“But there was also effectively a cultural problem which is that there was a culture of fear inculcated by the behaviour of this particular individual.”

Critics have questioned the former health secretary’s record on key issues like rules for nursing homes and Covid testing for asymptomatic cases.

Also known for his appearance last year on ITV’s I’m A Celebrity… Get Me Out Of Here!, Mr Hancock’s political career was torpedoed after footage emerged in 2021 of his embrace with aide Gina Coladangelo which broke social distancing guidelines.

But in Thursday’s evidence he insisted that he had taken “precautionary” measures, in some cases overriding the scientific advice he had been given, and described himself as in the “pro-let’s worry about asymptomatic transmission camp”.

Giving an example, Mr Hancock said he overruled guidance from Public Health England (PHE) during the early pandemic was that there was not a need to quarantine people being brought back from Wuhan in China.

While Mr Hancock accepted the DHSC had not got everything right, he said his department had “effectively” tried to “raise the alarm” to wider Government as early as January, but its concerns were not taken as seriously as they should have been.

“We were on occasions blocked,” he told the inquiry.

He and the Department for Health and Social Care (DHSC) faced “deep unpleasantness” from the centre of Government during the early months of the pandemic while the rest of Whitehall was slow to react, Mr Hancock said.

“A healthy culture involves scepticism, an unhealthy culture involves false allegations and extremely unpleasant language,” he added.

Mr Hancock said he believed No 10 was preventing Mr Johnson from speaking publicly about the virus in February 2020 and said he was also not allowed to give radio interviews about the subject.

Meanwhile, he insisted he had warned the then-PM to lock down as early as March 13 2020, but conceded there was no entry in his published diaries to back up that claim.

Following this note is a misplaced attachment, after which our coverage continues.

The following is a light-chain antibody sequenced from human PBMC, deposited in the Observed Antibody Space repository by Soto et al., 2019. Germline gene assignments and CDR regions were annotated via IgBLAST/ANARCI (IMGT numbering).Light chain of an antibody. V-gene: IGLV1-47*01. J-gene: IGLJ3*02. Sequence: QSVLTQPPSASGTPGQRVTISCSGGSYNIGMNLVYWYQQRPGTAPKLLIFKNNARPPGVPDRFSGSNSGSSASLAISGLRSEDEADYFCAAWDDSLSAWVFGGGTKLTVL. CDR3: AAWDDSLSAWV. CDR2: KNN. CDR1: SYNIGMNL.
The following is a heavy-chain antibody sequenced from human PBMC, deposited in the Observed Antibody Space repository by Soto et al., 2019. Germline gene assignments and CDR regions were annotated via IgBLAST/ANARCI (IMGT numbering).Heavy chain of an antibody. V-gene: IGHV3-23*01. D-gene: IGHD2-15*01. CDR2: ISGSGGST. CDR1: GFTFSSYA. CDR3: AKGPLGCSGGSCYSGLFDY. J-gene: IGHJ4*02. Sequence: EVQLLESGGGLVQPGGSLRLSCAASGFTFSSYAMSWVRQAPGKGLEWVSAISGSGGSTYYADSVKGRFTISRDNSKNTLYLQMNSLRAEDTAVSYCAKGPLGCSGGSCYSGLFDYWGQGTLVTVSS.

Messages from that time show him advocating a “global suppression strategy,” the inquiry heard, but he could not say whether he used the words “immediate” or “lockdown” at any point in these interventions.

Rebuking Mr Hancock’s account in a broadside on X, formerly Twitter, Mr Cummings said he was “outright lying” by claiming to have privately pushed Mr Johnson to impose the measure and “talking rubbish” to the inquiry.

Allies of the ex-minister told the PA news agency in response: “Cummings is not a reliable witness and this tweet is wrong.”

The former aide was among a number of senior figures who questioned Mr Hancock’s approach in their evidence, with the inquiry hearing that the country’s most senior civil servant at the time, Lord Sedwill, wanted the minister sacked.

In one WhatsApp exchange with the permanent secretary at Number 10 Simon Case – who is the current Cabinet Secretary – Lord Sedwill joked it was necessary to remove Mr Hancock to “save lives and protect the NHS”.

Helen MacNamara, who served as deputy cabinet secretary, also claimed in her evidence that Mr Hancock displayed “nuclear levels” of overconfidence – assertions that he rejected on Thursday.

“There was a huge amount of uncertainty and a huge amount of worry and I basically felt it was my professional duty to try to keep going, to try to keep driving forward,” Mr Hancock said.

Meanwhile, the inquiry has confirmed Mr Johnson will face two days of questioning over his handling of the Covid-19 pandemic when he gives evidence next week.